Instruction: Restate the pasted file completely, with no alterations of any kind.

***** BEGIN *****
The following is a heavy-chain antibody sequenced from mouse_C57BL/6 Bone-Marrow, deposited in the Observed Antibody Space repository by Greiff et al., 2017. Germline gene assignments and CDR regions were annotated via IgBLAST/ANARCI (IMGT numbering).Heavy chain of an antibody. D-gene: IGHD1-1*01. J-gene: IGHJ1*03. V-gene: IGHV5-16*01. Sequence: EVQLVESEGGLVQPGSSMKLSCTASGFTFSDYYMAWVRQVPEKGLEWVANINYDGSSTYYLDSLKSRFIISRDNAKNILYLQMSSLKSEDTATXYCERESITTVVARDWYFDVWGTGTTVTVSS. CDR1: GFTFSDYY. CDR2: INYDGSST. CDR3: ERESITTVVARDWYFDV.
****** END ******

The following is a heavy-chain antibody sequenced from mouse_C57BL/6 Bone-Marrow, deposited in the Observed Antibody Space repository by Greiff et al., 2017. Germline gene assignments and CDR regions were annotated via IgBLAST/ANARCI (IMGT numbering).Heavy chain of an antibody. D-gene: IGHD1-1*01. J-gene: IGHJ1*03. V-gene: IGHV5-16*01. Sequence: EVQLVESEGGLVQPGSSMKLSCTASGFTFSDYYMAWVRQVPEKGLEWVANINYDGSSTYYLDSLKSRFIISRDNAKNILYLQMSSLKSEDTATXYCERESITTVVARDWYFDVWGTGTTVTVSS. CDR1: GFTFSDYY. CDR2: INYDGSST. CDR3: ERESITTVVARDWYFDV.